Nationality in Burundi is regulated by the 2005 Constitution and the revised Code de la Nationalité adopted in 2000. These two texts have conflicting provisions. While the Constitution provides for equal rights in transmission of nationality by men and women, the legislation discriminates against women in terms of their ability to pass their nationality to their children, allowing for this only where the father is unknown or stateless, and provides no rights for the husbands of Burundian women to acquire nationality. The Committee on the Elimination of Discrimination Against Women has urged revision of the law on this basis.
Ethnic conflict has led to a number of cycles of conflict which caused hundreds of thousands to flee the country. The largest waves of refugees fled in the early 1970s and early 1990s. Those that had fled in the 1970s were offered the opportunity to naturalize in Tanzania, but some opted to return to Burundi. Those who fled in the 1990s were not given this opportunity and were expected to return. Both groups, however, have faced difficulties in re-accessing full citizenship rights on return. Those that fled earlier because of particular difficulties in repossessing their land (for more information, see “Two People Cannot Wear the Same Pair of Shoes: Citizenship, Land and the Return of Refugees to Burundi”). Those who fled later have faced difficulties related to their presumed affiliation with opposition political forces.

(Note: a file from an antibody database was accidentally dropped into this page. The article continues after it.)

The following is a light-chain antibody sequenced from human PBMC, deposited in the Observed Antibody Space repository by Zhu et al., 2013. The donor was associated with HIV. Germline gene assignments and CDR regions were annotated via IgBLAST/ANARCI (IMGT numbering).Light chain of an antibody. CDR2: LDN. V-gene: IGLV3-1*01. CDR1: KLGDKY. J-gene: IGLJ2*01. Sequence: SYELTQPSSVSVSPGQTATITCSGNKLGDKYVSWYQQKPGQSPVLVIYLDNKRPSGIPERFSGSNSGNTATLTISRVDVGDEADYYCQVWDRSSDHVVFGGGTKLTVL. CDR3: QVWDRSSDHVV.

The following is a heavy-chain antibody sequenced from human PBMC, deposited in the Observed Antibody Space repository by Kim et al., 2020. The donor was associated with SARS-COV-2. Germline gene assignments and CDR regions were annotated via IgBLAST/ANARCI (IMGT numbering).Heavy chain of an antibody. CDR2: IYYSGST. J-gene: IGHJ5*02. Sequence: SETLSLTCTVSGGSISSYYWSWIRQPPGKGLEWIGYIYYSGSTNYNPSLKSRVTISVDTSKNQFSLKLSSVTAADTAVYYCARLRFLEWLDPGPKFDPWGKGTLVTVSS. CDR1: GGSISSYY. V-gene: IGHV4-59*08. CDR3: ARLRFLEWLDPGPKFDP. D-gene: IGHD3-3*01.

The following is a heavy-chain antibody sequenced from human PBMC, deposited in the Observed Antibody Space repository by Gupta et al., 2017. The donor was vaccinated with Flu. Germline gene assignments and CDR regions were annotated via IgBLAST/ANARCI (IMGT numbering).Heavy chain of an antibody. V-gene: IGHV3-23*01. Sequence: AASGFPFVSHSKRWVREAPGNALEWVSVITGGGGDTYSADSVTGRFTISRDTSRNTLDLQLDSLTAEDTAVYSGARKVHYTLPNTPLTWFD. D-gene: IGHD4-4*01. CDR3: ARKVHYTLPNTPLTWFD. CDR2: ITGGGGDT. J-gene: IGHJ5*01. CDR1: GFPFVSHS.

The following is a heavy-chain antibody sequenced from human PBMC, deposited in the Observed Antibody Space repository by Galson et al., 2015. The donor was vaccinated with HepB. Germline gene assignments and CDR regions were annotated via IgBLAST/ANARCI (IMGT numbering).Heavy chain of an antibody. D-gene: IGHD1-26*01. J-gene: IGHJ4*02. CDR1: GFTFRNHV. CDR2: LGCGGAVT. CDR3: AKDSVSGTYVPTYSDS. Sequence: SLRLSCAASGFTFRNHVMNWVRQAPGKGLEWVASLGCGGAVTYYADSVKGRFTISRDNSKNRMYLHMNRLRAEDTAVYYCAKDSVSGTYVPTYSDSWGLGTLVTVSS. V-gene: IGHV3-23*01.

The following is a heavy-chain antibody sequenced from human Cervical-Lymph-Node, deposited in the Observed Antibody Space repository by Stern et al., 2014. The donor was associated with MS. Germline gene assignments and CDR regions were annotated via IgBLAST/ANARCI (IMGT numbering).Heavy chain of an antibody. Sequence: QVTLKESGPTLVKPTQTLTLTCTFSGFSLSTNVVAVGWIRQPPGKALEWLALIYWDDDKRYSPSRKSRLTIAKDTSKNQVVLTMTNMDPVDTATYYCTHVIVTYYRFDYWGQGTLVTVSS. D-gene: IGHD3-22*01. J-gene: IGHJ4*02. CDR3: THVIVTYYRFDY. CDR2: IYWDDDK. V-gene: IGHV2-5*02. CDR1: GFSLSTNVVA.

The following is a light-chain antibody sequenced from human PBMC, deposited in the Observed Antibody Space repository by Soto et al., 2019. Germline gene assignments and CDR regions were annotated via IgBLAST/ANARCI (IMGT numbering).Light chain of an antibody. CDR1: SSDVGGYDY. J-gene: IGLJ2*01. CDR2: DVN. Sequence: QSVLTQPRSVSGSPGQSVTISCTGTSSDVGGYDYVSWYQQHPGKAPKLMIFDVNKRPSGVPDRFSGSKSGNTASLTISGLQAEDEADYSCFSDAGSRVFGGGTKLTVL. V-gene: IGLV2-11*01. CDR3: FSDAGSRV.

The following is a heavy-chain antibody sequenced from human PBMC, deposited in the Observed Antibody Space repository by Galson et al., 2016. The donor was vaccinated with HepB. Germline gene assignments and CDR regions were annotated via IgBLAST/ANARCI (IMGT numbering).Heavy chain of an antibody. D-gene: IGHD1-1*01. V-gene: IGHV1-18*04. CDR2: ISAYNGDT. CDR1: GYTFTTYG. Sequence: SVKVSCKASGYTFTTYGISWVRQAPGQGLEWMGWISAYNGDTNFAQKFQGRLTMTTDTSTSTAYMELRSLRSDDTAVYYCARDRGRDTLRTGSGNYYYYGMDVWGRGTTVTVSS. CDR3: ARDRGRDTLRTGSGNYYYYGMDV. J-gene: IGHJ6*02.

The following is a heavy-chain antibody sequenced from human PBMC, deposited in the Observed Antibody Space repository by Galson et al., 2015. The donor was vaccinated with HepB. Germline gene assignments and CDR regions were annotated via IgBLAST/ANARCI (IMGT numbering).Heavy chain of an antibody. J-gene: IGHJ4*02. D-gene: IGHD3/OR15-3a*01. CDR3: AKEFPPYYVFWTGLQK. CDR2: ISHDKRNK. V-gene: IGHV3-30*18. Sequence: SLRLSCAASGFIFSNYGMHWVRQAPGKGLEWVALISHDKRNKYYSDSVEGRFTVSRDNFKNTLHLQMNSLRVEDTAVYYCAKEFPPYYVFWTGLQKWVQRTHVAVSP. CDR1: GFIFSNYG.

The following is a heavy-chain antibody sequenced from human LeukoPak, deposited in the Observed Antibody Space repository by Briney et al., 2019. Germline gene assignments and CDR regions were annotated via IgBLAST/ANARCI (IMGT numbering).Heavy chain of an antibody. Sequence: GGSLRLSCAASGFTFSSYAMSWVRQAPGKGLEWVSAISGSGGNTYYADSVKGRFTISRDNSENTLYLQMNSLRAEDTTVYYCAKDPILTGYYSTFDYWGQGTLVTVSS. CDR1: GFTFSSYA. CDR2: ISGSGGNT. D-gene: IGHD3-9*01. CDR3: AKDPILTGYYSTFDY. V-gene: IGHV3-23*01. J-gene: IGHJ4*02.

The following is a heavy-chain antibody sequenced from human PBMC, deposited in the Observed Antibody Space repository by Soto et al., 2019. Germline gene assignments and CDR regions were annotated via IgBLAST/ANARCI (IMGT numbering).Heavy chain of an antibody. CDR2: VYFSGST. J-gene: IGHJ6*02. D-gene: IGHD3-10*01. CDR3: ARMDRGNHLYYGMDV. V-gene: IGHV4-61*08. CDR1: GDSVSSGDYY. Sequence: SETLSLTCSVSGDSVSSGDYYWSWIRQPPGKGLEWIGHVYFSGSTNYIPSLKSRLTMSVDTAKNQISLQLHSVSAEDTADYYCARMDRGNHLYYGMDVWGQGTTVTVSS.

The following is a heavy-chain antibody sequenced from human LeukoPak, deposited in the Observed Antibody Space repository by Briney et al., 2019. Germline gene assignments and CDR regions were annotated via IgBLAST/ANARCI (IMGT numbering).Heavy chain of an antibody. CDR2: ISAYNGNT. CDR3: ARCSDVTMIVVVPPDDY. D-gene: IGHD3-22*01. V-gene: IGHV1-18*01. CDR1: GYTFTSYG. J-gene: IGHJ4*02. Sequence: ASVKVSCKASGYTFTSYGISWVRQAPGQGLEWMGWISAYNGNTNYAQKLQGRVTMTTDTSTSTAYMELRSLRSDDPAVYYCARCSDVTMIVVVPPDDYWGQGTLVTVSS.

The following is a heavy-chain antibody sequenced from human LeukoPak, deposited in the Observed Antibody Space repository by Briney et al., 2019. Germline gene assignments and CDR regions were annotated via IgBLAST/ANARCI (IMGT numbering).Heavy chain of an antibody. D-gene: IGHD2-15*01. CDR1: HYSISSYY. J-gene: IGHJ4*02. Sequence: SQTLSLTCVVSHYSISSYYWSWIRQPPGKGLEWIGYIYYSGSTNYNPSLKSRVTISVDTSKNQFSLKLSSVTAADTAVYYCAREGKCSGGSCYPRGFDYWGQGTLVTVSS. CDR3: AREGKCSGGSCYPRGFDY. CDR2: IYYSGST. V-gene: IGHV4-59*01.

The Committee on the Rights of the Child has welcomed efforts made by the government of Burundi to increase birth registration of children, including the 2006 Presidential Decree guaranteeing free birth registration for children under five. However, the committee expressed concern that a large number of births continue to go unregistered, urging the government to create institutional structures to ensure birth registration especially in rural areas and refugee and IDP camps.